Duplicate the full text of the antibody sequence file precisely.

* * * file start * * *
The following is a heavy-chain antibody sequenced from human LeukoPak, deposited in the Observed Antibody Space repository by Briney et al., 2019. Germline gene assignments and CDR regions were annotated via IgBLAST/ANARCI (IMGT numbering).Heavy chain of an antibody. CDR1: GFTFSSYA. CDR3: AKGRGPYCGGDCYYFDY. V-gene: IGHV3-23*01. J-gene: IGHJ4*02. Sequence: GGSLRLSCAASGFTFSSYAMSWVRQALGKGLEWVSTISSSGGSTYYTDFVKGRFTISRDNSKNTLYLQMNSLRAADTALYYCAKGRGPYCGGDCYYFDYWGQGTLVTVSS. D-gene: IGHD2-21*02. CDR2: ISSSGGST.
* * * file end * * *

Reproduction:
The following is a heavy-chain antibody sequenced from human LeukoPak, deposited in the Observed Antibody Space repository by Briney et al., 2019. Germline gene assignments and CDR regions were annotated via IgBLAST/ANARCI (IMGT numbering).Heavy chain of an antibody. CDR1: GFTFSSYA. CDR3: AKGRGPYCGGDCYYFDY. V-gene: IGHV3-23*01. J-gene: IGHJ4*02. Sequence: GGSLRLSCAASGFTFSSYAMSWVRQALGKGLEWVSTISSSGGSTYYTDFVKGRFTISRDNSKNTLYLQMNSLRAADTALYYCAKGRGPYCGGDCYYFDYWGQGTLVTVSS. D-gene: IGHD2-21*02. CDR2: ISSSGGST.